When forcing paper-white bulbs in the soil, you need seven to nine weeks to allow them to come into bloom.
Choose bulbs that have not yet sprouted and plant them within four weeks after purchase.
If you have to wait before planting, store the bulbs in a dry warm room about 60 degrees F.
Plant the bulbs in bulb pans, setting the bulbs up to their shoulders in gritty potting mix, and then adding enough gravel to cover the necks.
Soak the soil in the pots, and allowing the water to drain. Set the pots in room temperatures of 45-60 degrees and water sparingly, about once a week until the growth begins.
If you like the look of these beautiful flowers, but not the fragrance, you can now purchase unscented varieties of paper-whites.
Hyacinths can be forced in water and hyacinth glass vases.
Remember, when purchasing these bulbs, look for ones “pre-chilled.”
Simply fill the vase with water to just touch the bottom of the bulb, and place the bulb on the top.
You get two shows, the flowers at the top and the roots in the water.
Amaryllis bulbs need well-drained, gritty soil and to be planted in good, heavy pots, since the blooms are large and can make the pot top-heavy.
Plant the bulb with the top third showing above the soil line.
Water the pots thoroughly and place them in a warm room.
Maintain moderate moisture, not allowing the bulb to dry-out or set in water, and fertilize each time you water.
They should come into bloom in about five or six weeks at normal home conditions.
The flower stalk will rise first, then the foliage.
The flowers can last up to two weeks, and if you have a larger bulb, you may get more than one or two flower stalks.
WEEKLY GARDENING TIPS
• Do not rotate your holiday cactus when watering as you do with other indoor tropical plants. Doing this after the flower buds have set will cause the buds to bend toward the light, thus severing and causing them to drop off. If your water in the sink, simply draw a line on the pot which is closest to the window and place back in the same location, in the same position.
• For all evergreens, camellias, rhododendron, azaleas, viburnum, and even roses, consider using Wilt-Pruf. This product will seal in the moisture and help protect the plant from winter’s bitter drying winds, and protect the crown of newly planted shrubs when freezing and thawing cycles occur. One application will be enough for the winter season.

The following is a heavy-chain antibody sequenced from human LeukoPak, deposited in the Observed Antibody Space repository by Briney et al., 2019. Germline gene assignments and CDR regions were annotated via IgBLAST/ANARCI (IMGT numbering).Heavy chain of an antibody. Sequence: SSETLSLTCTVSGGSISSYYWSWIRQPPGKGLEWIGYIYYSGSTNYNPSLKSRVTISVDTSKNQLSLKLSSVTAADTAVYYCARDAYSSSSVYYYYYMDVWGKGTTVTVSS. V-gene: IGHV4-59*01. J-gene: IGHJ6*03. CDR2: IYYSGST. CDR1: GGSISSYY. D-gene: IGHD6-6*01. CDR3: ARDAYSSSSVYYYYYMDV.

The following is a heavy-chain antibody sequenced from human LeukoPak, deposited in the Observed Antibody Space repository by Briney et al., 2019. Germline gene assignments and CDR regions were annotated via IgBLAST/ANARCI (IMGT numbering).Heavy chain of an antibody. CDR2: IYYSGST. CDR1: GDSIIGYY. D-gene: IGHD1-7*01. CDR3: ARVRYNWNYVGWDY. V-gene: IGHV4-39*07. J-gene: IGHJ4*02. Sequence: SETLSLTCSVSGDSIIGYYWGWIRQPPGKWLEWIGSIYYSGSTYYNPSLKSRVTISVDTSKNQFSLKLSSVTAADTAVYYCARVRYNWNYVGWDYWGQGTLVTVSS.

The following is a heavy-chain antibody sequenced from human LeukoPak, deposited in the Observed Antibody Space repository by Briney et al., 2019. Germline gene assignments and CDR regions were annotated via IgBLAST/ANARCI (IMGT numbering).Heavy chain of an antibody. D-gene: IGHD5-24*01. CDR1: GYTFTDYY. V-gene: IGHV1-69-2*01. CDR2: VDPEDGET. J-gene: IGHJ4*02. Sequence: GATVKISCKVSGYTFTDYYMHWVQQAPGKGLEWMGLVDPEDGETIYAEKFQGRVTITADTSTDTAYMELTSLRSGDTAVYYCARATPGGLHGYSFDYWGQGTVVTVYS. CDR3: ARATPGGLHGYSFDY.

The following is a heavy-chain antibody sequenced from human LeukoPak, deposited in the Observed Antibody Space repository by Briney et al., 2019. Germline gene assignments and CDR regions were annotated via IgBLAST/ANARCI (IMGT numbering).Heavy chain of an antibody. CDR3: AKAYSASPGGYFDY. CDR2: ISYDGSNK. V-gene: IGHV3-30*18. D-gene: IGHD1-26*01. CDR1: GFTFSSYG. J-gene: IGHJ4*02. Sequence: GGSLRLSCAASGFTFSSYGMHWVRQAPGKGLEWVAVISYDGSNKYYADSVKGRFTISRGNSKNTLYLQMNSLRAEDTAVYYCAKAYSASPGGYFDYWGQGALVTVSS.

• If you have sandy loam soils in your vegetable garden (such as those in Caroline and northern Dorchester counties), consider adding fresh cow or horse manure. This will allow enough time for the manure to decompose and be ready for spring to provide the much needed organic matter for your garden.
• Before the first anticipated hard freeze is sure to water all your trees and shrubs, including bulbs and perennial beds. As these drought conditions continue you will need to provide at least an inch of rain per week, remember: if the sky doesn’t provide the rain you need to water!
Allowing the soil to completely dry out will provide no moisture protection for the roots of your trees and shrubs when the ground freezes.
Remember just because the air temperatures are cooler, the ground temperatures will sometimes remain warmer longer. Watering is a must.
• If you haven’t done so, clean up iris beds, cutting back the stalks to the ground and removing all debris. This is important, since the iris borer may have laid its eggs in the stalks of the iris. Having cleaned the bed and removed the debris will eliminate the chances of having iris borers next May.
• Once your perennial and annual beds are all cleaned up, keep checking on them to make sure any dandelions and any other weeds have taken root. They are easy to spot now and are easy to pull up and dispose of before they are allowed to grow.
• Fertilize your bramble fruits now, including raspberries and blackberries. Use a fertilizer high in organics which will feed now and jump-start the spring growing season. We recommend Plant-tone by Espoma.
• It is not too late to transplant any tree or shrub in your landscape. Sometimes things are planted too close to the house or they just simply outgrow the allotted area. Since the plants have gone dormant, it is more likely they will come through the transplanting well. Be sure to use Wilt-proof for all evergreens to seal in the moisture, and apply Espoma’s Bio-tone when planting to prevent the plant from going into transplant shock, and provide much-needed microbes for good root development.